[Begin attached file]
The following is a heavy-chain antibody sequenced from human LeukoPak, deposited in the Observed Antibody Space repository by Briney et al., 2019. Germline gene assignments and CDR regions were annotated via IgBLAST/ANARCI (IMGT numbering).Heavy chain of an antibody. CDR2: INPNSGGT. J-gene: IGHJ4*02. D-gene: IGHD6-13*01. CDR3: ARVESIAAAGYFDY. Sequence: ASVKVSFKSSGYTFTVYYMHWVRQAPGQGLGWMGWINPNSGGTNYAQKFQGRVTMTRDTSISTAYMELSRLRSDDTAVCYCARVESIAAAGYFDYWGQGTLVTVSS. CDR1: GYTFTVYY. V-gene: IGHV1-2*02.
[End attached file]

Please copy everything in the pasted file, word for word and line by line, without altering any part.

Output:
The following is a heavy-chain antibody sequenced from human LeukoPak, deposited in the Observed Antibody Space repository by Briney et al., 2019. Germline gene assignments and CDR regions were annotated via IgBLAST/ANARCI (IMGT numbering).Heavy chain of an antibody. CDR2: INPNSGGT. J-gene: IGHJ4*02. D-gene: IGHD6-13*01. CDR3: ARVESIAAAGYFDY. Sequence: ASVKVSFKSSGYTFTVYYMHWVRQAPGQGLGWMGWINPNSGGTNYAQKFQGRVTMTRDTSISTAYMELSRLRSDDTAVCYCARVESIAAAGYFDYWGQGTLVTVSS. CDR1: GYTFTVYY. V-gene: IGHV1-2*02.